Wednesday, March 5, 2014

Giving my toddler a safe place

I have an in home daycare and have since Emma was 2. And before when my older girls were young. For all of my girls having other children around was great social interaction and they made friends they still have today, then there's Jack. Jack does not enjoy sharing his space, his toys and his mommy. He let's me know what he will tolerate and what is just not going to work for him. This makes my job extremely difficult at times. Don't get me wrong he has more good days than not and he loves babies. But finding a happy middle ground has been a very long and hard process. I have done things like always nursing him when be asks no matter what I'm doing. Unless I'm changing a diaper then he can wait the fevw minutes until I'm ready. Today I had a play and pack out for my youngest toddler who just started walking and needs a safe place if I'm going to be out of the room for more than a minute. Jack saw this and wanted in, he then asked for his buzz lightyears and his tablet, he ate his snack and played for almost an hour. I didn't think to take a picture then. But I may have found a way to give him a few minutes of peace while still being with me. 

Tuesday, February 4, 2014

The sleep wars

   My 5 year old has a diagnosed sleep disorder that for years meant little sleep for her and I. She only slept 6 hours a night for almost 3 1/2 years until we discovered melatonin. This gave us back our lives and it felt good to sleep. Then we had jack and he's a good sleeper once he's asleep. He's always been hard to get to sleep. Thankfully he still nurses to sleep..for now.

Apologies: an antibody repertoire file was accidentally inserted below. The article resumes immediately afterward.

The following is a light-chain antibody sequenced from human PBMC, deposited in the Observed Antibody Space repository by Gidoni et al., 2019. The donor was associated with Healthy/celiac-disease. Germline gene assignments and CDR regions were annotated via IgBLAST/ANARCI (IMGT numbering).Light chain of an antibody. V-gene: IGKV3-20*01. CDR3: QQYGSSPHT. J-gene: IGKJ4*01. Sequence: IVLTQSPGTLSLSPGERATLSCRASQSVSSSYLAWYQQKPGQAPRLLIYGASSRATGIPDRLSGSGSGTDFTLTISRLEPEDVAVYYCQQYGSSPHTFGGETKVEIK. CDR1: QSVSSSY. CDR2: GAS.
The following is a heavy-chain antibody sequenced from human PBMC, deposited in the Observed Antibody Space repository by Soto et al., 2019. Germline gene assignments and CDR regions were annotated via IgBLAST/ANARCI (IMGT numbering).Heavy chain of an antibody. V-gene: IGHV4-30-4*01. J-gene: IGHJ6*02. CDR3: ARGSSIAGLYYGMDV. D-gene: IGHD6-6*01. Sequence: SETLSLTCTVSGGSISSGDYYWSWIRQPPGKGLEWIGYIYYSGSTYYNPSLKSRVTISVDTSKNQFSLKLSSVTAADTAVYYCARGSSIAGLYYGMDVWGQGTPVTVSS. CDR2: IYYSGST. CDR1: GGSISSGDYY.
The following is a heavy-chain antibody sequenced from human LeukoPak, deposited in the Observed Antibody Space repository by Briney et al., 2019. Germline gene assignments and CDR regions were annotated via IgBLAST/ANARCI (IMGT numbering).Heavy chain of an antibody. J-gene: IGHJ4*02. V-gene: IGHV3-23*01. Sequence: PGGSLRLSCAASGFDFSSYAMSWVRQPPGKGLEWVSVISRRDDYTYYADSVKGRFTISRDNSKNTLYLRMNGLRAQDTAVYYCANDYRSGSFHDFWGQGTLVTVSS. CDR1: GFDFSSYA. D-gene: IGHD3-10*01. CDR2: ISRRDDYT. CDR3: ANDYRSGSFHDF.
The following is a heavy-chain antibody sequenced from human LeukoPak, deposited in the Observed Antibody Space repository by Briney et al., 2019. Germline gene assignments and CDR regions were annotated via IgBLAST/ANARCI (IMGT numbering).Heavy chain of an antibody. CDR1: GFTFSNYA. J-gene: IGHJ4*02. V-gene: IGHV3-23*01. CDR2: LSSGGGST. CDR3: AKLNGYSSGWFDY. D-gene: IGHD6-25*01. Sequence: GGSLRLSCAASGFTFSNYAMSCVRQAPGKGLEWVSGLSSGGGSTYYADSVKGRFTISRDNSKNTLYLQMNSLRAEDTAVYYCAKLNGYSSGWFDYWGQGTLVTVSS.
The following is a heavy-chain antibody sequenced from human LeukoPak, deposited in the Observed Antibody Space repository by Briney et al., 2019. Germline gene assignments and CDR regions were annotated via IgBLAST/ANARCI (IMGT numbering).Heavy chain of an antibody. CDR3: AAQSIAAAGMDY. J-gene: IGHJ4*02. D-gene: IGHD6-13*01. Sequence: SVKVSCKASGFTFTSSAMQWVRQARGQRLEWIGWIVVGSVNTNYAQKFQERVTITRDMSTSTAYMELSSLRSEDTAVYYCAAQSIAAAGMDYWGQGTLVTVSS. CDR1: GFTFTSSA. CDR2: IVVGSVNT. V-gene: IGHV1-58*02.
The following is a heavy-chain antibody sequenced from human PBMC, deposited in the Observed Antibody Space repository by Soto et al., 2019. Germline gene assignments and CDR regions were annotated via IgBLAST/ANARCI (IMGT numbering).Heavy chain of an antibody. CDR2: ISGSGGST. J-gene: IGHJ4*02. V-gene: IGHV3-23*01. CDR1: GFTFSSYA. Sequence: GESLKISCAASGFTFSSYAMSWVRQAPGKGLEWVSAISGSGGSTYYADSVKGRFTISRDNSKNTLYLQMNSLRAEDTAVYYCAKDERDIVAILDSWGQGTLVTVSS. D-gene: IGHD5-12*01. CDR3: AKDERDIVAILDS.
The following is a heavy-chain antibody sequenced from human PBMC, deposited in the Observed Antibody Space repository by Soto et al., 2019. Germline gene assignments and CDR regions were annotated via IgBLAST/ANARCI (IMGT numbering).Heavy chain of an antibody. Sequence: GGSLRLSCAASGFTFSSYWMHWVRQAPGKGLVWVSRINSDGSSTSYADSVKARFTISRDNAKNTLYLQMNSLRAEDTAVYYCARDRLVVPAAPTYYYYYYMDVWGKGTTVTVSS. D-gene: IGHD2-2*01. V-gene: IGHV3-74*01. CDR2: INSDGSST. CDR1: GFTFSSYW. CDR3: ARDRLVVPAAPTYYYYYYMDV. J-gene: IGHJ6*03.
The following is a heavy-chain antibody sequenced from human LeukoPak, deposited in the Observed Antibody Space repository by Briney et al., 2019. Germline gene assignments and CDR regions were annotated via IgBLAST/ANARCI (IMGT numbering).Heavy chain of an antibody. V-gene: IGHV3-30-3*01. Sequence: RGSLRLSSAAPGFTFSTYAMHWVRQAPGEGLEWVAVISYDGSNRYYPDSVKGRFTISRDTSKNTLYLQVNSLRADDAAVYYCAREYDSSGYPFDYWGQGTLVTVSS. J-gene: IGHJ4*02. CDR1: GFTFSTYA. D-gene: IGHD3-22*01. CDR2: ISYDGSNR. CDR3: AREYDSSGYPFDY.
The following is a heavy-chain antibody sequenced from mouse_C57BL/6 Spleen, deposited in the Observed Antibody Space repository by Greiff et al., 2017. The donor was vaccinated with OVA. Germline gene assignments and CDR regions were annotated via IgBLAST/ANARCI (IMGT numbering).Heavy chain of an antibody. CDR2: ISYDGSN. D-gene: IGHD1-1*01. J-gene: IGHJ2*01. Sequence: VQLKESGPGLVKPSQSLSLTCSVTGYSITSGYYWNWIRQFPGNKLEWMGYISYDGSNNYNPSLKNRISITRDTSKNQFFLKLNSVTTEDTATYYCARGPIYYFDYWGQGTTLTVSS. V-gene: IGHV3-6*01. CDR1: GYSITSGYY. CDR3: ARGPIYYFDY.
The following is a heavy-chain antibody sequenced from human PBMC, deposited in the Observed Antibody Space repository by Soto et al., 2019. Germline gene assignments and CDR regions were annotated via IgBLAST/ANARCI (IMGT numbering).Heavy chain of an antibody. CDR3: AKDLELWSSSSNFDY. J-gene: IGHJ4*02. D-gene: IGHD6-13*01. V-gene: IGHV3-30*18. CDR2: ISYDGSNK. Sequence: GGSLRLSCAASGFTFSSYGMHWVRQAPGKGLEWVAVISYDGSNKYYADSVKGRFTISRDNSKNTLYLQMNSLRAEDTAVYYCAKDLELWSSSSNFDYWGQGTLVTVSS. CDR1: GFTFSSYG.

During the 3+ years when Emma never slept my husband stayed up with her one night and was such a baby about it I never asked for help again. It was just assumed that sleep was my area of parenting because out of the two of us I have the best opportunity for a nap. Never happens but I guess the chance of a nap happening means I get to be the one who gets up with the kids. 

   Where the war begins is most nights as we are cuddling the kids before bed he falls asleep. Around 8:00-8:30, then I carry the kids to their beds or stay up with Jack if he's still up. Then I just get frustrated and go to bed. I keep track of every time he does this and hold it over his head. Not nice I know but not all is fair in parenting and sleep. So what I'm trying to do lately is let all of this anger and resentment over how much more sleep he gets then me go. Easier said than done but I'm willing to let this go to keep the peace, would you? 

   Being a mom I realize that sleep is a sacrifice I must make at times. But am I the only one who thought hey this person helped me make this little person why do they get to sleep?!? Here is a little secret I've discovered. Most babies that wake to nurse will not wake if the mom isn't in the bed. So if I really need a break I go sleep on the couch and my hubby sleeps with the kids. And they don't wake up for him..interesting. I've only done this once but I know other mamas who have said if their nursling can't smell them they sleep longer. 

I should also add he sleeps in an extra hour later than me everyday. He gets up and gets coffee says hi to the kids and goes back to bed. Swallow, breathe, swallow bigger and let go. My children deserve a peaceful home not a war zone. 

#cosleeping #attachmentparenting #marriage #sleep #whoneedssleep

Wednesday, January 8, 2014

Why I want to stop breastfeeding

I find myself in an odd situation, I want to stop breastfeeding. I'm tired, touched out, irritated, annoyed beyond anything and most of all just over it. Jack nurses 12-15 times a day, sometimes more but never less. These nursing sessions last about 20-25 minutes each time. That's about 5 hours a day I spend nursing jack. That does not include his night nursing which is still happening 3-4 times a night.